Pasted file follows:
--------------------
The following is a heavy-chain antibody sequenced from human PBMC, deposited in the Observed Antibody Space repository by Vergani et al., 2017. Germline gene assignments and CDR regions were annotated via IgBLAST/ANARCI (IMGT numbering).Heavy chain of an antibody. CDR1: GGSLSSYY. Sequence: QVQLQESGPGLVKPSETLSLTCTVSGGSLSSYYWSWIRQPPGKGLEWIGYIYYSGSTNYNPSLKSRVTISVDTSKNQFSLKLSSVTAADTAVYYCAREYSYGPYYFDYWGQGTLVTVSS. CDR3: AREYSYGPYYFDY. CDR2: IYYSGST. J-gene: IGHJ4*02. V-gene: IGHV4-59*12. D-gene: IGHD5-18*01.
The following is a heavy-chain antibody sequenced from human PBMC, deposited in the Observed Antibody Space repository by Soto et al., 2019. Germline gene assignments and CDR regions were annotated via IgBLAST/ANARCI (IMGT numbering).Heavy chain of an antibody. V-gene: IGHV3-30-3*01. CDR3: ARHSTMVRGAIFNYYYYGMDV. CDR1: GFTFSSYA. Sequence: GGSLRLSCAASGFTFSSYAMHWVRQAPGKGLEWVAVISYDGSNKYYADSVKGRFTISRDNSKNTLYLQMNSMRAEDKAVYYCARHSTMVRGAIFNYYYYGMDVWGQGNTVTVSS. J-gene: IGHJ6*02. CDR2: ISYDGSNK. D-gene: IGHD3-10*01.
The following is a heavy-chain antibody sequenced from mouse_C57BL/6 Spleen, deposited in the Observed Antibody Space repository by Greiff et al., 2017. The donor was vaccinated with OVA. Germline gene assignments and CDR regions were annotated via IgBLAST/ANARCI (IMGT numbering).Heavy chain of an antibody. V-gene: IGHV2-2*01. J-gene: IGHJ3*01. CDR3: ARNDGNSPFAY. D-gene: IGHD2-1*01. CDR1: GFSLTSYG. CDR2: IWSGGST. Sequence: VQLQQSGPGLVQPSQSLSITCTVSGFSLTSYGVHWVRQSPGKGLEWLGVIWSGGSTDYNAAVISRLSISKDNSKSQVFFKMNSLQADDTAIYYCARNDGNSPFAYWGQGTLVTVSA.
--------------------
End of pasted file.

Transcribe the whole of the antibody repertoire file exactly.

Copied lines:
The following is a heavy-chain antibody sequenced from human PBMC, deposited in the Observed Antibody Space repository by Vergani et al., 2017. Germline gene assignments and CDR regions were annotated via IgBLAST/ANARCI (IMGT numbering).Heavy chain of an antibody. CDR1: GGSLSSYY. Sequence: QVQLQESGPGLVKPSETLSLTCTVSGGSLSSYYWSWIRQPPGKGLEWIGYIYYSGSTNYNPSLKSRVTISVDTSKNQFSLKLSSVTAADTAVYYCAREYSYGPYYFDYWGQGTLVTVSS. CDR3: AREYSYGPYYFDY. CDR2: IYYSGST. J-gene: IGHJ4*02. V-gene: IGHV4-59*12. D-gene: IGHD5-18*01.
The following is a heavy-chain antibody sequenced from human PBMC, deposited in the Observed Antibody Space repository by Soto et al., 2019. Germline gene assignments and CDR regions were annotated via IgBLAST/ANARCI (IMGT numbering).Heavy chain of an antibody. V-gene: IGHV3-30-3*01. CDR3: ARHSTMVRGAIFNYYYYGMDV. CDR1: GFTFSSYA. Sequence: GGSLRLSCAASGFTFSSYAMHWVRQAPGKGLEWVAVISYDGSNKYYADSVKGRFTISRDNSKNTLYLQMNSMRAEDKAVYYCARHSTMVRGAIFNYYYYGMDVWGQGNTVTVSS. J-gene: IGHJ6*02. CDR2: ISYDGSNK. D-gene: IGHD3-10*01.
The following is a heavy-chain antibody sequenced from mouse_C57BL/6 Spleen, deposited in the Observed Antibody Space repository by Greiff et al., 2017. The donor was vaccinated with OVA. Germline gene assignments and CDR regions were annotated via IgBLAST/ANARCI (IMGT numbering).Heavy chain of an antibody. V-gene: IGHV2-2*01. J-gene: IGHJ3*01. CDR3: ARNDGNSPFAY. D-gene: IGHD2-1*01. CDR1: GFSLTSYG. CDR2: IWSGGST. Sequence: VQLQQSGPGLVQPSQSLSITCTVSGFSLTSYGVHWVRQSPGKGLEWLGVIWSGGSTDYNAAVISRLSISKDNSKSQVFFKMNSLQADDTAIYYCARNDGNSPFAYWGQGTLVTVSA.